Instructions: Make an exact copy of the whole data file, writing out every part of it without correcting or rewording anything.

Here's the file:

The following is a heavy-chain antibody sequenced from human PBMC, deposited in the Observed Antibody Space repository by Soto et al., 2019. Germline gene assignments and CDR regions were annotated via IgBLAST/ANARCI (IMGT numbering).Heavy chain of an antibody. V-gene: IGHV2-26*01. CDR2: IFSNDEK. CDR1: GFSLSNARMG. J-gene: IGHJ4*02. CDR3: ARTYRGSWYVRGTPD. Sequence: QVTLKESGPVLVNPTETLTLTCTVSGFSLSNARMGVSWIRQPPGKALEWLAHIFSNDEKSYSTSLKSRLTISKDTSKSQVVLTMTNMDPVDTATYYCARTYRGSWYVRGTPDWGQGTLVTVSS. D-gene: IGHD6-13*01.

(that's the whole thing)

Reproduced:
The following is a heavy-chain antibody sequenced from human PBMC, deposited in the Observed Antibody Space repository by Soto et al., 2019. Germline gene assignments and CDR regions were annotated via IgBLAST/ANARCI (IMGT numbering).Heavy chain of an antibody. V-gene: IGHV2-26*01. CDR2: IFSNDEK. CDR1: GFSLSNARMG. J-gene: IGHJ4*02. CDR3: ARTYRGSWYVRGTPD. Sequence: QVTLKESGPVLVNPTETLTLTCTVSGFSLSNARMGVSWIRQPPGKALEWLAHIFSNDEKSYSTSLKSRLTISKDTSKSQVVLTMTNMDPVDTATYYCARTYRGSWYVRGTPDWGQGTLVTVSS. D-gene: IGHD6-13*01.